Today I’m taking a step back to chat about the process of planning our trip to Italy. How did I organize daily itineraries, what did I pack, what arrangements did I make to ease the pressures of our absence on my parents and the kids, and how much did all of it cost?
planning for Our trip
Our planning system has evolved over the years but, at this point, we’ve settled on a fairly clear division of labour.
Booking hotels and flights are almost exclusively John’s responsibility. We discuss dates and times – for this trip to Rome he showed me a short list of options to consider – but, ultimately, I leave the final decisions to him. He always knocks this out of the park.
Regarding day-to-day itineraries, I handle most of the planning. I have to admit I don’t particularly enjoy this job. I find it overwhelming – there is a lot of information to filter through! – especially when visiting a destination for the first time. That said, as a bit of a control freak, I don’t think I’d enjoy a vacation someone else had planned out for me. And I am definitely better able to enjoy a vacation when I feel there is a clear plan. Yes, I stress and fret – but I might not want it any other way?
I like to believe I’m still quasi-spontaneous and open to new adventures (like taking in a second Broadway show this summer or deciding to visit the Van Gogh exhibit in Rome) but I appreciate having an itinerary to provide a general structure for our days.
Major landmarks in a city are usually low-hanging fruit. We knew we’d want to see the Colosseum and St. Peter’s Basilica and the Pantheon. It’s filtering through the “hidden gems” of a city that takes more concentrated research.
These are literally the search strings I used when planning our Rome itineraries: Hidden gems to visit in Rome and Unique places to see in Rome. It takes a lot of time to read through all the descriptions and decide whether a particular hidden gem is worth the effort or expense. As a general rule of thumb, the more times the same “hidden gem” shows up, the greater the likelihood we’ll enjoy it! This is how I learned about the Knights of Malta Keyhole, the fascinating role of Tiber Island in World War II, and the crazy architecture of Quartiere Coppedè. Oh, and the fact there is a 2,000-year-old PYRAMID in Rome!
- I start by setting up a spreadsheet of potential places to visit and will often list important details off to the side (for example: St. Peter’s Basilica closes at 6:30 pm; knees and shoulders have to be covered; it’s possible to climb to the top of the dome) or include relevant links.
- After several weeks of picking away at this rough spreadsheet, I drop pins for our top must-see locations into a Google Map. Generally (in a city at least), clear geographic patterning will show up.
- Based on what I’ve set up on the map, I’ll write out an outline for daily itineraries. This is flexible; we mix and match and change things up but it’s nice to have a fall-back plan.
- As noted above, I also print out a physical copy of my map; after a few days, I get the basic geography down pat, but I referred to this map A LOT when we first arrived in Rome.
packing and prepping for childcare
In the end, I think I packed really well. I debated taking my laptop and am so glad I did; I worked a lot in the airports, ended up sending daily e-mails to the kids (easier on a laptop than typing things out on a phone), fit in some stints of work at the hotel, and used it to work the ENTIRE flight back from Rome.
- I took two T-shirts which I never wore (too cold), and one pair of pants and a dress which never saw the light of day (again, too cold). But, aside from those few items, I used everything in my luggage! To figure out how to mix and match outfits, I spent 30 minutes trying on different items and taking pictures of various combinations. This was extreme overkill because, in the end, it was cold enough that I just wore a jacket every single day so cute outfits felt moot. But I think I’ll use this same process for future trips! I packed everything into a single, small carry-on. In addition to the outfits above I also packed: finger gloves, two headbands, one pair of sneakers (I wore the other), my striped raincoat, a bit of makeup, a few toiletries, my hair straightener (only used once, so a bit of a waste), a brush, my One Line A Day Journal, some pens/pads of paper, charging chords, and a small purse (which I used on several days to carry our wallets/phones).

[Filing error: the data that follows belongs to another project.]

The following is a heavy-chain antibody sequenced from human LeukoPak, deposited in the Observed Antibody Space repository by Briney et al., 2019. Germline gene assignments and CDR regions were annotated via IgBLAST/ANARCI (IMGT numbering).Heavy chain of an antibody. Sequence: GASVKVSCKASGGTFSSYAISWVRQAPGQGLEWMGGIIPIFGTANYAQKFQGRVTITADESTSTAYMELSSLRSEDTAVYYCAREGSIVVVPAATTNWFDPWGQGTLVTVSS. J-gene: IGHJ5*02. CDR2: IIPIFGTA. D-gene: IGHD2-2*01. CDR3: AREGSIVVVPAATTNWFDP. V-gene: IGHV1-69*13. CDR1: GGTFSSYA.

- My only real packing “fail” was my choice of bookbag. I used the same one (a very trendy Herschel backpack we rescued from “donate pile” in our neighbourhood) on our trip to South Carolina last year and hated it. The main compartment is closed with a drawstring, and then a flap lays overtop with magnetic fasteners. It’s great for taking my laptop to a coffee shop. It is HORRIBLE for quickly accessing things in an airport. Lesson learned.
Prepping for the home front…was a lot. But a few things worked really well:
- Group e-mails. I sent group e-mails out for all relevant arrangements. For example, I copied the school admin, principal, both kids’ homeroom teachers, AND my parents in a single e-mail. One set of friends took the kids for two nights while we were away and I sent an e-mail to them + my parents including all the relevant timings and phone numbers so there was a paper trail for easy reference.
- Gifts. In previous years I used to prep small gifts for each night we were away. I had decided the kids no longer needed this sort of thing but when I saw John’s travel schedule leading up to our trip I thought daily gifts might soften the blow. And it did! There was a gift for each night we were away. Nothing extravagant: a pair of thrifted (but adorable!) pajamas for each child, glow sticks one night, a little set of Pokemon cards for Levi + some blank cards for Abby for her letter-writing exploits. One day they each received a Kinder Surprise, another day Abby got a little Harry Potter building set/activity book ($4 from the DollarStore) and Levi got a set of mini hockey nets/sticks (also from the DollarStore) which he has LOVED and played with nonstop. I had thought about leaving clues and having them hunt for the gifts each night, but then there was the health and emotional trainwreck that preceded our departure…so, I ended up leaving the gifts in a closet for my Mom to distribute each evening. Not surprisingly, the kids really enjoyed this!